• Glass,  Upcycling

    Green and golden t-light holder

    Cutting the bottle was easy as always, but sanding was extremely quick and easy. I used 4 different grits of sandpaper for the outer edges and just 1 grit for the inside ones. It looks quite decent. There is no need to go crazy with sanding in this project. This edge will be always faced down. Preparing for painting – that cardboard circle on top was supposed to help to paint a transition between the top and the bottom, but it actually failed. It did no job at all. I wasn’t happy with the results when I applied the first…

  • Wood

    Drawer-like display case

    I had some scrap wood on hand, lime I believe. The acrylic glass was ordered ages ago for another project. Quick sanding to smooth it out, followed by rip cutting etc, etc … My DIYed box joint jig was adjusted and used to cut the joints. I’m not very happy with how it worked, there was some wrapped and twisted wood, some differences in thickness and tear outs. The jig is not working with the material I use, it’s been tried and now it’s going bye-bye. Glueing together, tons of clamping force and plenty of glue. Workbench blocks (red ones)…

  • Glass,  Upcycling

    Tea light glass holder

    My glass-cutting station has been officially moved to the shed. The 3-inch C-clamp is now replaced by the 4-inch one. Different frame to hold to. Champagne bottle during the cutting process, hot and cold water was used to crack the glass. Quick sanding. Using low and high RPMs was kind of cheating, there was no need to change sanding discs so often – it had to be a quick project. Sanding the inner edges is something I don’t like. Matt finish, after all this thing is going to be used upside-down. Quick project it was. Bottle bottoms are not especially…

  • Wood

    Bottle mini block holder

    It didn’t start as a project. I was just going to try my new hole saw, I had some spruce wood to try it on. Just in case I took a coping saw with me. Drilling the holes followed by some cutting. It was looking promising so I did some sanding with my “drum sander”. I also sanded the other sides of the block. Now was the time to start building the base. Cut and sanded then finished on my router table, using 2 bits. Glueing together. Applying a few coats of wipe-on poly. The colour I’m getting is yellowish.…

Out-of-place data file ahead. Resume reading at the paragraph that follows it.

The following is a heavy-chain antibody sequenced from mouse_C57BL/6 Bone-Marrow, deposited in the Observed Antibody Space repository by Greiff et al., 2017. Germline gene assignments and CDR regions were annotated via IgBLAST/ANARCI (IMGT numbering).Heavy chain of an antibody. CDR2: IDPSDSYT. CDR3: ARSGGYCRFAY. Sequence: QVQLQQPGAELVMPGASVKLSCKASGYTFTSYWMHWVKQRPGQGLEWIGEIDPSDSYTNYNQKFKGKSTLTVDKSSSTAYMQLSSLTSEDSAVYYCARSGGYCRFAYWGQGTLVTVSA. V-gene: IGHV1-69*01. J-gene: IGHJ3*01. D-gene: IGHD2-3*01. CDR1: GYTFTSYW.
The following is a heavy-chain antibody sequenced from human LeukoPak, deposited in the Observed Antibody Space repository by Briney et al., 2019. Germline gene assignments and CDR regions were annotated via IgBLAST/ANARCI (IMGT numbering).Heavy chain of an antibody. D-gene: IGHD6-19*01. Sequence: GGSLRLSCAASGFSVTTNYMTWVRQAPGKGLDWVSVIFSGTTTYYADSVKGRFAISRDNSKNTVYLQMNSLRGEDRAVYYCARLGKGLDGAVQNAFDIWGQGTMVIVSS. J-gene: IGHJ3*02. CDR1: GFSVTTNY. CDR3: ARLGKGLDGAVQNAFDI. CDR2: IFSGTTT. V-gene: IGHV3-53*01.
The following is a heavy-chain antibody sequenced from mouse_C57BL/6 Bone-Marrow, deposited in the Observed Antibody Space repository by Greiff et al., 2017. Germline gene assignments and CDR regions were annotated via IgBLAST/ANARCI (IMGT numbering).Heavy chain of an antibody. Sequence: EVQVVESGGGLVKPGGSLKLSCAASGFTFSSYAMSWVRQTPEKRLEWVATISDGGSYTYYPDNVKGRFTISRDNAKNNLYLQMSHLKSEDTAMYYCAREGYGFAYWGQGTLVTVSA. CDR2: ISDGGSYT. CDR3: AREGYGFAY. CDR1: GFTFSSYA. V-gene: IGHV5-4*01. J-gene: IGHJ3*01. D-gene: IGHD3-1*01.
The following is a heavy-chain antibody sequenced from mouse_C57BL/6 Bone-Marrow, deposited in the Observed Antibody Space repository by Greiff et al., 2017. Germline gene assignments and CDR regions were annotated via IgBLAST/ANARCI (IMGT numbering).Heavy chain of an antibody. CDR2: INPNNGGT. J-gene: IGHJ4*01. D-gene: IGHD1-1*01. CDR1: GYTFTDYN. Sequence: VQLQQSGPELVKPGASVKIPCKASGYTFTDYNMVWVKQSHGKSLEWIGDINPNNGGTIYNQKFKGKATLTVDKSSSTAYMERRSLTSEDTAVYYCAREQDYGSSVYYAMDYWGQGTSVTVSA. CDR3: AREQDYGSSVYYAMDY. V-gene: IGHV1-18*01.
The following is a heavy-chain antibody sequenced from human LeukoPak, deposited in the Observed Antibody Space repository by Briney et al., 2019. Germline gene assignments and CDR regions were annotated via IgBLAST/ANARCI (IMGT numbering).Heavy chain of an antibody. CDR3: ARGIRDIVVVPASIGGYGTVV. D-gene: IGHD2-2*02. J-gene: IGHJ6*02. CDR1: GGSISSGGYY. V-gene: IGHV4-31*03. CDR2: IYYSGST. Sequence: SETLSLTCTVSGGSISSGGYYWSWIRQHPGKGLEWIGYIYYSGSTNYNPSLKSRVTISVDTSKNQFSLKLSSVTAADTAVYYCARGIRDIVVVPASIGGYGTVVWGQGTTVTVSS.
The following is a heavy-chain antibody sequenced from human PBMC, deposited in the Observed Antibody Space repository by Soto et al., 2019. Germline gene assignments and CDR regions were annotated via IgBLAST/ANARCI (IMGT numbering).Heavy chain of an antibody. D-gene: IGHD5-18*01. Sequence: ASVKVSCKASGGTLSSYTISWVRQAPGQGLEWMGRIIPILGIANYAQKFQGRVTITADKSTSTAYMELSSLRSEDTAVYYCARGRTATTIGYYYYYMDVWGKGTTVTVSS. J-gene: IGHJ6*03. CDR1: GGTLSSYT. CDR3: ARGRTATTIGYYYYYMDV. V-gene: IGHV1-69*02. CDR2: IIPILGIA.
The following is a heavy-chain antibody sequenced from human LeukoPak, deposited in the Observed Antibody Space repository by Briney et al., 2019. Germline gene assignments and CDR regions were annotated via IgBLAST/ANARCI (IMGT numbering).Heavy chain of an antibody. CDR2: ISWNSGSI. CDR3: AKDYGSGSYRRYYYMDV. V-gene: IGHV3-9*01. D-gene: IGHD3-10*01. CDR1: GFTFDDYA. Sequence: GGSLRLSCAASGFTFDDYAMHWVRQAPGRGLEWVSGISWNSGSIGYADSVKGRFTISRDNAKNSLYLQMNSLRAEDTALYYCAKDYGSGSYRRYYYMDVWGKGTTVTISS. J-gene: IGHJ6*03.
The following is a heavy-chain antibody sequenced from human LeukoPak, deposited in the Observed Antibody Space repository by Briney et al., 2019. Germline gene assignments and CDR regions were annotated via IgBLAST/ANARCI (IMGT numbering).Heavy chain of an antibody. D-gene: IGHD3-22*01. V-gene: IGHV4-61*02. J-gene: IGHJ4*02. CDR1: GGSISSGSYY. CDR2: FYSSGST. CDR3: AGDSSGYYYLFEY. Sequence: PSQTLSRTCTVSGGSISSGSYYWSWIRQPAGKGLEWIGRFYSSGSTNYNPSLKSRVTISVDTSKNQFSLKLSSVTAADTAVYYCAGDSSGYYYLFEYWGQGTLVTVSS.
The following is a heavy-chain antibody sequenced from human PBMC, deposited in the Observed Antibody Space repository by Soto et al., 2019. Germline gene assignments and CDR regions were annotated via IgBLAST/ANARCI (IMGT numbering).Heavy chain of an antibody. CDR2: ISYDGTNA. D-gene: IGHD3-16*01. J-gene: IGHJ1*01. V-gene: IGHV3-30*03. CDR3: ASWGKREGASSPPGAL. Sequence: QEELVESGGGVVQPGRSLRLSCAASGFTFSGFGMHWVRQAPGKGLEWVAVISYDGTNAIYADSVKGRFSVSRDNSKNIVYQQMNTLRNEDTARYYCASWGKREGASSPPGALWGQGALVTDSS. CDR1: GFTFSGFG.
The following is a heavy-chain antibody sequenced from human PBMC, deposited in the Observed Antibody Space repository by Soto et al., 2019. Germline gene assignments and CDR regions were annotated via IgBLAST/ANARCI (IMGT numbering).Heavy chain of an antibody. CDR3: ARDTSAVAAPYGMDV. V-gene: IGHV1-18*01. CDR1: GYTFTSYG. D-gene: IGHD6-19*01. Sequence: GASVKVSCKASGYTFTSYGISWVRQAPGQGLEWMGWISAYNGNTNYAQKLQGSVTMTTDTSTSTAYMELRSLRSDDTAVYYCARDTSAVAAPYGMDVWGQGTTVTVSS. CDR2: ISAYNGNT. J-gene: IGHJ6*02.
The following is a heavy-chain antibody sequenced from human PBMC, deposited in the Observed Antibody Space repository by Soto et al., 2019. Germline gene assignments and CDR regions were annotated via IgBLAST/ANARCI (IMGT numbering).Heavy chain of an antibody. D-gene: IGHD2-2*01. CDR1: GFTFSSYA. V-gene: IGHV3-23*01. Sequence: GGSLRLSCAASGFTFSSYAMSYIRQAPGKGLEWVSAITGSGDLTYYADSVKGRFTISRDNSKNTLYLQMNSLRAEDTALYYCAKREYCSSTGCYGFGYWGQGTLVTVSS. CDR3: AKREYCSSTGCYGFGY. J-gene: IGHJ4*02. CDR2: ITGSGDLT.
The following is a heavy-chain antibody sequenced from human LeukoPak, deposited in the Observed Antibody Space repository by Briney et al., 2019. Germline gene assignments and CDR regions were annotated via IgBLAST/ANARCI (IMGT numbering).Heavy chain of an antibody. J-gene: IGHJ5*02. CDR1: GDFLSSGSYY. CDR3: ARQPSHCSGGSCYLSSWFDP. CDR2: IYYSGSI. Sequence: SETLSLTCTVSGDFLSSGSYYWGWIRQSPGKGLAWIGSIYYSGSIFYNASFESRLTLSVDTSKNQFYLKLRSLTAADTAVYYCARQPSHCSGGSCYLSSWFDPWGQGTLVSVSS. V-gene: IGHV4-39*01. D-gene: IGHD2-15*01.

• Metabo FSX 200 orbital sander

    Early spring tools, edition 2018

    Metabo FSX 200 orbital sander, finally a proper sander in my workshop. It looks good and it’s decently built, it comes with a box. The hook-and-loop feature makes it simple to change the sandpaper. Sanding is fast and easy, the finished surface is ultra-smooth. It uses standard 125 mm discs, I bought a set of 4 grits – 40, 80, 120 and 240. The dust collection works enough for my needs. I’m very happy with this tool. Mac Allister mini hacksaw is a very helpful tool, it reaches hard-to-reach areas. The blades are not expensive, and neither is the saw.…

  • Upcycling,  Wood

    Wine crate

    The usual – quick planing and ripping to width. The corners were not identical and due to their size planing was the only option. It helped to remove the excess material. Cutting to length and quick assembly, using wine bottles to make sure it’s cut properly. Cutting the dividers … … and preparing the slats. Quick assembly – no nails or clamps. Now, for the very first time – wood filler is applied with an oversized filling knife … … followed by some sanding. Ready for assembly, some fine rasping for a perfect match. Assembled and filled with bottles. As…

  • Glass,  Upcycling

    Porto glass

    The sanding station is ready to go. The sanding starts from 40 grit sanding discs. This is how it’s changing: 3000 grit is the last one, and 1-inch sanding bands are the next. This one can only be used with round bottles. This is 1500 grit. A polishing compound is applied to the felt disc. This will give a beautiful finish to this project. Washed and cleaned. Ready to use. It was quite an easy and quick project.

  • Wood

    Bathroom towel rack

    5 pieces of wood were planed and cut to width. It’s partially made of pallet wood, however, some good quality wood was also used in this project. Still free and upcycled. It’s not that easy because the drywall isn’t parallel to the bath. That’s why these 2 elements are not identical. I’m using screw caps to space it out from the wall and the bath. Before sanding, all put together – temporarily. Sanding with 150-grit sandpaper. Also, the angle brackets needed to be shortened. I made some wipe-on poly in the meantime. Yacht varnish and paint thinner were combined together…

  • box joint jig router table
    Tools,  Wood

    Box joint jig

    This box joint jig (also called a finger joint jig) is made from reclaimed wood and a strap hinge. This project involved making a carriage and cutting slots in the router table. To be honest I didn’t expect it to be that challenging. The first slot is slightly too wide (I’m working on the solution), but the second one is OK. A utility knife and sandpaper were more than helpful. The holes in the hinge were drilled and countersunk. Making the fence wasn’t complicated. Cutting the slot was the first thing to do. Next, I cut the peg and the…

  • Tools,  Wood

    Table saw push block

    If you want to buy a push block it can be quite expensive. I had some scrap material so I decided to make one myself and save some money. That was the first time I used my hole saw set. No power tools were used during sanding. To make sure it is nice in touch I used a round-over router bit. This type of tool has to be built without any metal fasteners. I used 8 mm dowels. Glueing an end-grain wood needs some tricks but it can be done. It looked OK with the dowels sticking out, but eventually,…